Hundreds of landowners will come together Saturday, Sept. 10 in Antigo’s Ray Kretz Industrial Forest to educate themselves on proper forest management and celebrate stewardship across Wisconsin and Michigan forests. It is all part of the 14th annual Fall Forestry Festival hosted and sponsored by Kretz Lumber Company.
The festival provides attendees from across the state an opportunity to unite, learn and share best practices for forest sustainability and conservancy. Festival organizers say sustainable forest management happens when educated landowners have the tools, resources and knowledge needed to effectively manage their land. This year’s festival will focus on forest management practices for improving wildlife habitat and will feature an expert discussion on the topic. Panel members will include representatives from the Ruff Grouse Society, Wisconsin Department of Natural Resources, and Reed and Hoppe’s Wildlife Food Plots.
ANTIGO - When the Kretz family started the Kretz Lumber Company here in Antigo in 1929, they built part of the original saw mill with hemlock that grew near the property. Now, a piece of hemlock far older than that serves as a reminder of the company's rich history.
On the south side of the property outside the so-called Cabin stands an eight-foot-tall hemlock log. A ginseng farmer in Bryant dug it up while plowing a field and thought it looked old.
ANTIGO, WI – U.S. Senator Tammy Baldwin today toured Kretz Lumber in Antigo to highlight Wisconsin’s timber economy. Senator Baldwin was joined by Kretz Lumber leadership and members of the Great Lakes Timber Professionals Association for the tour.
“Our timber economy in northern and central Wisconsin is facing a number of challenges that need to be addressed,” said Senator Baldwin. “Today’s tour shows the importance of building on the progress we’ve made by continuing to work with industry stakeholders in Wisconsin and the U.S. Forest Service. By working together, we can help create a more stable supply of timber from our federal lands, while sustainably managing our resources.”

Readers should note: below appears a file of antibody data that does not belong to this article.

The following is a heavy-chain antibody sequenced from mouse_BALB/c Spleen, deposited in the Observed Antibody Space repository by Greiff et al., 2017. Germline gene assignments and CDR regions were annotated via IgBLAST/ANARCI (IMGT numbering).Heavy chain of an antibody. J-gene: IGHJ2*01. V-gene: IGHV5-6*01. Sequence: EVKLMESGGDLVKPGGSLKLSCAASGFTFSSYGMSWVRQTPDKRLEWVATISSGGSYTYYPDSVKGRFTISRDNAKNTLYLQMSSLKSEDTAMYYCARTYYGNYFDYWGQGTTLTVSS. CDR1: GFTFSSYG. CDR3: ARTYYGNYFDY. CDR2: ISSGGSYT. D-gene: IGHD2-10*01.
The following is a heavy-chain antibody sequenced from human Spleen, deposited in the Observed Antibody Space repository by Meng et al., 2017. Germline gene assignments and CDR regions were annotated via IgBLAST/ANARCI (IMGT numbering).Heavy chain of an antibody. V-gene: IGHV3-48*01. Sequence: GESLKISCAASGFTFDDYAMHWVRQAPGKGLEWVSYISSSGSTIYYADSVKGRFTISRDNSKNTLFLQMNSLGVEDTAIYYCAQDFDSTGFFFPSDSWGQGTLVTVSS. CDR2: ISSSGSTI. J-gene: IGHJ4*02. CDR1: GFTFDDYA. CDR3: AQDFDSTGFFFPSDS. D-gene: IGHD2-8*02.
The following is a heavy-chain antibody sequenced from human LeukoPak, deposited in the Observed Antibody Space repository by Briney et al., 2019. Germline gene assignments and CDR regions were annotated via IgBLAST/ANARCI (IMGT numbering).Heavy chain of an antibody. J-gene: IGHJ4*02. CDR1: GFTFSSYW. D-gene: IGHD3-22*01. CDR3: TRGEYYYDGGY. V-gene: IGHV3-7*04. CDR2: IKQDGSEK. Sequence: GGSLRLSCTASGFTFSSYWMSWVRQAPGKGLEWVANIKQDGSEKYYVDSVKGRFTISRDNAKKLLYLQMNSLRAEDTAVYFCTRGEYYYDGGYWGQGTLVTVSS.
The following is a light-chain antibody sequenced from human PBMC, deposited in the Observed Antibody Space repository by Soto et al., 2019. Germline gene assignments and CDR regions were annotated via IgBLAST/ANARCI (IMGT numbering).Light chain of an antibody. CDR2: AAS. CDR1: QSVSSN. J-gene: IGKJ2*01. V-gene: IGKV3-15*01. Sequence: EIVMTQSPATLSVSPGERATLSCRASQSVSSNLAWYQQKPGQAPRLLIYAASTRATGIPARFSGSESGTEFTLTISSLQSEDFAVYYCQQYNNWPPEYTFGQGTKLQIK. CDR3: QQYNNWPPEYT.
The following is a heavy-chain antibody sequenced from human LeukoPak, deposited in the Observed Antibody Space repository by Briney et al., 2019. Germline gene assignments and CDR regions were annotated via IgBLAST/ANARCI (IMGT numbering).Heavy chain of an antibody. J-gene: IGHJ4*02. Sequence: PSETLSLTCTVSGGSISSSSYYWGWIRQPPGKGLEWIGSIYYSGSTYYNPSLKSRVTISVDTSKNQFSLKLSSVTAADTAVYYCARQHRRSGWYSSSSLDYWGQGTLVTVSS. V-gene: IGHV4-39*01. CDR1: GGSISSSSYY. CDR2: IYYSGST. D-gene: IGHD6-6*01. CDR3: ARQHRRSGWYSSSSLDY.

Submit your best Wisconsin summer photo!
Get outside and share with us your best summer scenery photo. Enter our contest by uploading your favorite photo to our Facebook page. We’ll compile all entries into an album and fans will then vote on their favorite. The image with the most likes at the end of the voting period will receive a $25 Mills Fleet Farm gift card!
To enter our summer Facebook photo contest:
Written by: Jim Kostrzewa, Kretz Lumber Co. Forester
After cruising timber with a client in Shawano County, the landowner took Kretz Lumber Co. foresters Al Koeppel and Jim Kostrzewa to a high clearing on his property to show them this unusual sugar maple tree. Could this be an Indian marker tree? (It must be noted that this tree may have been formed due to an accident of nature such as another tree falling across a young sapling and pinning the trunk to the ground for some years resulting in the bent shape.)
Marker trees were used by Native Americans to assist them in their survival in what was regarded as “the wilderness” by Europeans when they started their settlement of this continent. Traveling through this wilderness required good navigational skills and to assist them, Native Americans used marker trees as signposts to help find a river crossing, campsite, trail or other important features. (Coincidentally there is a river within a ½ mile of this site and this clearing on a prominent high point would have made a great campsite. As well as being a good vantage point there is little to impede even the slightest breeze. This would have been much welcomed by the occupants to keep the bugs at bay in the heat of the summer!) The landowner reported it is said that Native Americans regularly travelled through this area and it is thought that by looking along the bent stem of the marker tree they were guided in the intended direction.